The Evolution of User Research: past, present and future with Steve Portigal

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August 10, 2022

Few people have worked in User Research for as long as Steve Portigal, and even fewer have been so successful at advocating for the field.

Author of ‘Doorbells, Danger, and Dead Batteries’, and ‘Interviewing Users’, Steve Portigal sat down with us to talk about how the User Research field has evolved over the last two decades and what he sees in its future.

20 years of User Research in 3 Phases

In the last 20 years, Steve has witnessed a dramatic evolution in the field of research, from the dark ages, to the age of empowerment:

What has driven this explosion in User Research?

Two major drivers have led research as a field to grow rapidly in recent years:

Some of these changes have moved incredibly fast within companies. For one company Steve consulted with, a new Design leader hired Steve to bridge the gap between the organization & its users. 1.5 years on, the company had built a 15 person research team to drive insight-based decision-making!

What are the risks for researchers who are new to the field?

Even though large numbers of researchers are being hired across the industry, the current explosion in demand is not without its risks.

Steve points out that researchers new to the field are often hired and not provided with any guidance or mentorship to support their work. If this lone soldier fails to provide the results management expects, it can lead to the organization writing off research, or at least that individual researcher.

If you’re new to the field and joining a company, make sure that they have set up the support & guidance from senior leadership that you need to succeed!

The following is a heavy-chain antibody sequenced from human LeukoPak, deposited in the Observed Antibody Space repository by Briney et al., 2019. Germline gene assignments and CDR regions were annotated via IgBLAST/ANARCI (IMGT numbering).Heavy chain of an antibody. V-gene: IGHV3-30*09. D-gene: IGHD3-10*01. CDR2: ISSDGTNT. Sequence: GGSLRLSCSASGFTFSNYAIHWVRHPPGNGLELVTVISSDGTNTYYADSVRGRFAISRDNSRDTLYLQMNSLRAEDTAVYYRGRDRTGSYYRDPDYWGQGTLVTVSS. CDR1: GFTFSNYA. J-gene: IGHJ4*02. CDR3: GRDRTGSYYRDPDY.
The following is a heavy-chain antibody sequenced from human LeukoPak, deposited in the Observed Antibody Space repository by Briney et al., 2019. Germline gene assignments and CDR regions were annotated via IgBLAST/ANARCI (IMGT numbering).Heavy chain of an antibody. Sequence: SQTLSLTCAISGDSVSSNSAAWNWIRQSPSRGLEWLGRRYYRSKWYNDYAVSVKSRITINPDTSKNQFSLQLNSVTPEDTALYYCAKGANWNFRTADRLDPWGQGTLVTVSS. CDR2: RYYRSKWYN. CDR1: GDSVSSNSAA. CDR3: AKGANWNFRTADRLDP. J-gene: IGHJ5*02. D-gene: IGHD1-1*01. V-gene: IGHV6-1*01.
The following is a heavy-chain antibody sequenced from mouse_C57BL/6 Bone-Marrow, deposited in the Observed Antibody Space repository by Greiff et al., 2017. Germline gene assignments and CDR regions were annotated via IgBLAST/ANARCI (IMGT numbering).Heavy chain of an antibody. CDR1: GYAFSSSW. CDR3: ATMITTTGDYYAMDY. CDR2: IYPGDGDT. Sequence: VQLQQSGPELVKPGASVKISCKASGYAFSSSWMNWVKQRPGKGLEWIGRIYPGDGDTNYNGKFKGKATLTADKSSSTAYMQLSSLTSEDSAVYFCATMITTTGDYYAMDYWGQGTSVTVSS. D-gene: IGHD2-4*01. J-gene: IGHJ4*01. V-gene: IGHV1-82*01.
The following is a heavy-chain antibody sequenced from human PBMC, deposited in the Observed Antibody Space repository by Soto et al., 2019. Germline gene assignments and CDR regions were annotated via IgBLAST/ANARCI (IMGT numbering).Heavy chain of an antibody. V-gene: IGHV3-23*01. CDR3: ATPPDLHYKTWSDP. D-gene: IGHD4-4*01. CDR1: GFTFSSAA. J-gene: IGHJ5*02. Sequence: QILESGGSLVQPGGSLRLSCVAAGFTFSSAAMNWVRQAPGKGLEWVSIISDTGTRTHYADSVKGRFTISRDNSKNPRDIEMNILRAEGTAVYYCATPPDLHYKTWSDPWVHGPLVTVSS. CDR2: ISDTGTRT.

At what point does an organization decide to build its own research practice?

When you think about the journey of a new company, it often starts with a vision—a vision of a single founder who believes things should be different. And for a time, the founders’ insights can guide decision-making, especially if these leaders are industry experts themselves. But pretty quickly, gaps start to emerge between the company’s vision and what users actually want and need. At some point in the journey, the reliance on vision instead of insight leads to a major failure—maybe a feature release epically fails, or an unexpected competitor that starts to grab market share.

It’s when the inherent confidence of the organization transforms into a crisis of confidence that a tipping point is reached and research emerges to bridge the gap between the company and its customers.

How does Steve feel about the future of the industry?

In one word—hopeful. While the immediate future may hold its ups and downs, Steve looks at the trend ahead and sees more and more organizations believing in research as an essential function.

So hold on folks—it’s going to be a fun ride!

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